This article contains spoilers.
“I will finish what you started,” is Kylo Ren’s promise to Darth Vader’s burned mask in “The Force Awakens,” the seventh Star Wars film and the beginning of what has now been deemed “the sequel trilogy” by fans. In December, Disney, too, sought to finish what they started with their new trilogy set in George Lucas’s galaxy far far away. Did they succeed? On a statistical sense—yes and no.
The previous film, “The Last Jedi,” although incredibly well received by critics, was a flop according to fans. “The Rise of Skywalker” is the exact opposite. Critics bombed the film, while fans, although not astronomically pleased, were mostly happy with the finished product. What’s the cause for these huge discrepancies in reviews?
First the bad. From a critic standpoint, “Rise of Skywalker” isn’t exactly the epitome of clean storytelling, and most of this comes from the switch between directors in the trilogy. Many details were dropped from “The Last Jedi” or completely retconned. The spirited Rose Tico is almost entirely sidelined, and the reveal of Rey’s nobody parents is completely stomped on.
The major villain of the trilogy turns out to be Palpatine, and this sudden reveal seems to be the most jarring part of the film. How Palpatine was brought back isn’t explained very well; the film just throws us a feeble explanation about a Sith cult and a lab on Exegol. The reveal is also hard to swallow based on the fact that it wasn’t alluded to at all in the other two films of the trilogy and clearly a last-minute decision.
Among fans, disagreements about the film have ranged from disliking or even being offended by Rey’s Palpatine heritage, believing characters like Finn and Poe didn’t get enough love and being disgusted by the kiss shared between Kylo Ren, real name: Ben Solo, and Rey right before his death. Speaking of that death, it’s proved to be the most controversial part of the film from a fan standpoint. Kylo Ren has certainly become a beloved character in Star Wars, and many fans were extremely upset at his death—especially those that shipped Ben and Rey. Yet, while dealing with the death of a favorite fictional character is tough, Ben’s death makes sense, and really, was the only place to go with his character.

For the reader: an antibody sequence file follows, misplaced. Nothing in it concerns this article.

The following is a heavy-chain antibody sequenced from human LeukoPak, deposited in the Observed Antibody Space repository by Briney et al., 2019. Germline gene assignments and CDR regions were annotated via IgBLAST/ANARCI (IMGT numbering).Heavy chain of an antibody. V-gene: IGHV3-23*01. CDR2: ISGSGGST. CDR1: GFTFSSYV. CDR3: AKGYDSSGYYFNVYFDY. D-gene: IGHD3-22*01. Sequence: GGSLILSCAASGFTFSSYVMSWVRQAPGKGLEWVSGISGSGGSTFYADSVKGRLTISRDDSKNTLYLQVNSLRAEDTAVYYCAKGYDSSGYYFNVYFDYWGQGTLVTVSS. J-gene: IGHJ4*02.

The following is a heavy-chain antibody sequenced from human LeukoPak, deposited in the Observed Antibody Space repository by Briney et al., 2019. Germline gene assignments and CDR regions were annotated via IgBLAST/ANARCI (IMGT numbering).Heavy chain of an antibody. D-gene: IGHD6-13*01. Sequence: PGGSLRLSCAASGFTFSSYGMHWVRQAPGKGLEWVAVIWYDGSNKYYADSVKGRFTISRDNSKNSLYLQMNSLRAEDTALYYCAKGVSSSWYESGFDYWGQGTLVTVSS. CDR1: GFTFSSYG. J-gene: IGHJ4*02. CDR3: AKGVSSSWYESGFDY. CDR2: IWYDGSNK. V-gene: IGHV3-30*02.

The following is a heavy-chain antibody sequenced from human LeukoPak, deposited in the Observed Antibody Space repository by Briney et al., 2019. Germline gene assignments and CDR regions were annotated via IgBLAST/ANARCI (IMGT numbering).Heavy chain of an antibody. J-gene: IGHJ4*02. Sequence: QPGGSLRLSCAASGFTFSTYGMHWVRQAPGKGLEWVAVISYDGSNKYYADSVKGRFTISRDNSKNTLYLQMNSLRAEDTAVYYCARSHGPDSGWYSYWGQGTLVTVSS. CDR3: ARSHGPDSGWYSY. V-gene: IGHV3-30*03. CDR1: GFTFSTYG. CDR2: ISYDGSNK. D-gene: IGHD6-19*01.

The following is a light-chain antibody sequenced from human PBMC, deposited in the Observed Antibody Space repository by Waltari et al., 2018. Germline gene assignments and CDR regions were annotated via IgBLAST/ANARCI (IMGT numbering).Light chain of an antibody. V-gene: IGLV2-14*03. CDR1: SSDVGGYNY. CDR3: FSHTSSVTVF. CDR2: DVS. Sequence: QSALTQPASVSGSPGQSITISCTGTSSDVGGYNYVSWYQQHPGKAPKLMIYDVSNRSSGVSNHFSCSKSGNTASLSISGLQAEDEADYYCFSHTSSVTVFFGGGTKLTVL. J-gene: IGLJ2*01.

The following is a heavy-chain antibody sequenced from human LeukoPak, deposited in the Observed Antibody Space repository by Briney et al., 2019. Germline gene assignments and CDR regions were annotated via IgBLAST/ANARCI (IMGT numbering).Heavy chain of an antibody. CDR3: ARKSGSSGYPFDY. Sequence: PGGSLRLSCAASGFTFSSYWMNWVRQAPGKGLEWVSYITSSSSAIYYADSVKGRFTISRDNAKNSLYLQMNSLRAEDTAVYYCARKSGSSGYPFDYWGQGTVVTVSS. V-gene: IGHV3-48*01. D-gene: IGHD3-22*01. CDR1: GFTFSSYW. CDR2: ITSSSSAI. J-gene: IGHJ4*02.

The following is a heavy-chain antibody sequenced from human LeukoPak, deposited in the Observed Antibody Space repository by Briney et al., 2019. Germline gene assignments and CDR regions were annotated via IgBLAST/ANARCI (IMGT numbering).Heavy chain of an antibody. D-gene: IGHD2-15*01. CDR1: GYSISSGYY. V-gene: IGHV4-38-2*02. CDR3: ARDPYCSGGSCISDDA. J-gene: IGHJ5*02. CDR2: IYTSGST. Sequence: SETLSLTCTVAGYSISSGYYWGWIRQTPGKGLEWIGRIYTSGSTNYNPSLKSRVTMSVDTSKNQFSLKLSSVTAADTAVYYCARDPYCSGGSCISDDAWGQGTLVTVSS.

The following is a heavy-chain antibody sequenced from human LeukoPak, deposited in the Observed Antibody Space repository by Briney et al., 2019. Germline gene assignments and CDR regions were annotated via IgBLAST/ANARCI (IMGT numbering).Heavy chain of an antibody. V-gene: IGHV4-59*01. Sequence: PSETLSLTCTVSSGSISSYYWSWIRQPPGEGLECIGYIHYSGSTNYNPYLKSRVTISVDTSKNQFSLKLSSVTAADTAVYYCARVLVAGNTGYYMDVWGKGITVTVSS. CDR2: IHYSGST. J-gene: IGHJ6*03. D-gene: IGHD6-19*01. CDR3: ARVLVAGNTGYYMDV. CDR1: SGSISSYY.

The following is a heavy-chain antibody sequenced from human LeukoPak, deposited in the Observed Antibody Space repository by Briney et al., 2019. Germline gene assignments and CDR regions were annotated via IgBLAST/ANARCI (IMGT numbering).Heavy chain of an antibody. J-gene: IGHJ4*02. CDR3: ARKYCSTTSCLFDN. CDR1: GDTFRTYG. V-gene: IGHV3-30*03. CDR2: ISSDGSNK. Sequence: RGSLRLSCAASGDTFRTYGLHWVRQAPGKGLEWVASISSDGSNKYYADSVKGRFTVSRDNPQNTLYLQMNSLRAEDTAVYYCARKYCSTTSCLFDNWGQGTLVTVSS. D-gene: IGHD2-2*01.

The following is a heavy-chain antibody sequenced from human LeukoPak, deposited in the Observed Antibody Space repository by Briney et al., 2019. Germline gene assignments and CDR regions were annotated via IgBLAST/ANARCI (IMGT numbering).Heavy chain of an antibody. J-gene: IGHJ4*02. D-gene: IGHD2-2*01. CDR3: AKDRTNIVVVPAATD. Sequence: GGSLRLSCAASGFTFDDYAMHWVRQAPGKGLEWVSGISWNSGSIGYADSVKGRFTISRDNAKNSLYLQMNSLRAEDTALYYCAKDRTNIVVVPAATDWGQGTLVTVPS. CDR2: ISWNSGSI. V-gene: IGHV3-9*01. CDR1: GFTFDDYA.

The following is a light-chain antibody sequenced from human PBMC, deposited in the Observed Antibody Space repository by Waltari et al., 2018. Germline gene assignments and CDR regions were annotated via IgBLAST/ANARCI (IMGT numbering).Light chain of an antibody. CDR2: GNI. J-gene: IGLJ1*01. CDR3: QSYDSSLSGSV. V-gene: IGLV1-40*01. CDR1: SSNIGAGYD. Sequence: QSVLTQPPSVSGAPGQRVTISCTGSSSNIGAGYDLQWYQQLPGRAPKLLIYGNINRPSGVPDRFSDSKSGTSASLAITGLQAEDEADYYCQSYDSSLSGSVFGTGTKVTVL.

As Kylo Ren, Ben committed mass atrocities, and, in order to earn his redemption arc to the good side, he had to pay for what he’d done. Because Ben’s redemption came late in the trilogy, there was no time for him to pay for this the long way around. The only option was for him to die.
But enough about death and bad reviews! “Rise of Skywalker” was largely happily received by fans, and there’s a good reason why: despite some clunky storytelling, Rise of Skywalker was fun, action-packed and full of nostalgia. Disney wanted to make a film that appealed to as many fans as possible, and it shows. The sudden reveal of Palpatine and his relation to Rey is acceptable because it’s Star Wars, and crazy things happen all the time—also, it’s just kind of cool. The lightsaber fights and action sequences are stunning, as are the new worlds. Babu Frik is really funny, and ex-stormtrooper Jannah is an excellent female character.
The callbacks to both the original trilogy with the arrival of Lando Calrisian as well as the prequel trilogy with the voices of past Jedi encouraging Rey are artfully executed. Carrie Fischer is given a proper and beautiful send-off in light of the film’s inability to use any new footage of her. And, while not as well-developed as some fans would like, Poe and Finn both get incredible moments and do grow as characters and friends from the first film.
To sum up the pros: “Rise of Skywalker” just felt like a Star Wars film. It felt like coming home. Star Wars has always had its flaws, but at the end of the day, it’s a story about space magic that makes you feel like a kid again, and despite its shortcomings, “Rise of Skywalker” wholeheartedly achieves this.